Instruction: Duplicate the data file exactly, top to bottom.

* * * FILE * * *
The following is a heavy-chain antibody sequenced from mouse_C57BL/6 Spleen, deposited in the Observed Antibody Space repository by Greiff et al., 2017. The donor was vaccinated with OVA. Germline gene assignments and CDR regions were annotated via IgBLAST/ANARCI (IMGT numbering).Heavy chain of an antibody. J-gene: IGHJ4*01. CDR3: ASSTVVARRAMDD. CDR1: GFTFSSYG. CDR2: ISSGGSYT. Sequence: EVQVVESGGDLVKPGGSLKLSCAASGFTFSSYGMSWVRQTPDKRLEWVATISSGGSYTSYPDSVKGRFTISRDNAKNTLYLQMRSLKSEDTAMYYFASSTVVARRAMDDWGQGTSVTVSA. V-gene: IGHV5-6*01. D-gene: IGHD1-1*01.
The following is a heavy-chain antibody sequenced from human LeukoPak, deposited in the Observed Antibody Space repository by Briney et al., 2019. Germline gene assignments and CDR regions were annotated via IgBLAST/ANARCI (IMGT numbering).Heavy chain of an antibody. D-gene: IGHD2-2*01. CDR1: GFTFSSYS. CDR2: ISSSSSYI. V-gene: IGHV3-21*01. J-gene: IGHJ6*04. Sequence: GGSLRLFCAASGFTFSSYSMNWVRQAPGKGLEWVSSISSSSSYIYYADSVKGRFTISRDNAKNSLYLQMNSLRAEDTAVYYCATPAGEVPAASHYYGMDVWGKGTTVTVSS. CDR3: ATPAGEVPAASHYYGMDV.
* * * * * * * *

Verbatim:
The following is a heavy-chain antibody sequenced from mouse_C57BL/6 Spleen, deposited in the Observed Antibody Space repository by Greiff et al., 2017. The donor was vaccinated with OVA. Germline gene assignments and CDR regions were annotated via IgBLAST/ANARCI (IMGT numbering).Heavy chain of an antibody. J-gene: IGHJ4*01. CDR3: ASSTVVARRAMDD. CDR1: GFTFSSYG. CDR2: ISSGGSYT. Sequence: EVQVVESGGDLVKPGGSLKLSCAASGFTFSSYGMSWVRQTPDKRLEWVATISSGGSYTSYPDSVKGRFTISRDNAKNTLYLQMRSLKSEDTAMYYFASSTVVARRAMDDWGQGTSVTVSA. V-gene: IGHV5-6*01. D-gene: IGHD1-1*01.
The following is a heavy-chain antibody sequenced from human LeukoPak, deposited in the Observed Antibody Space repository by Briney et al., 2019. Germline gene assignments and CDR regions were annotated via IgBLAST/ANARCI (IMGT numbering).Heavy chain of an antibody. D-gene: IGHD2-2*01. CDR1: GFTFSSYS. CDR2: ISSSSSYI. V-gene: IGHV3-21*01. J-gene: IGHJ6*04. Sequence: GGSLRLFCAASGFTFSSYSMNWVRQAPGKGLEWVSSISSSSSYIYYADSVKGRFTISRDNAKNSLYLQMNSLRAEDTAVYYCATPAGEVPAASHYYGMDVWGKGTTVTVSS. CDR3: ATPAGEVPAASHYYGMDV.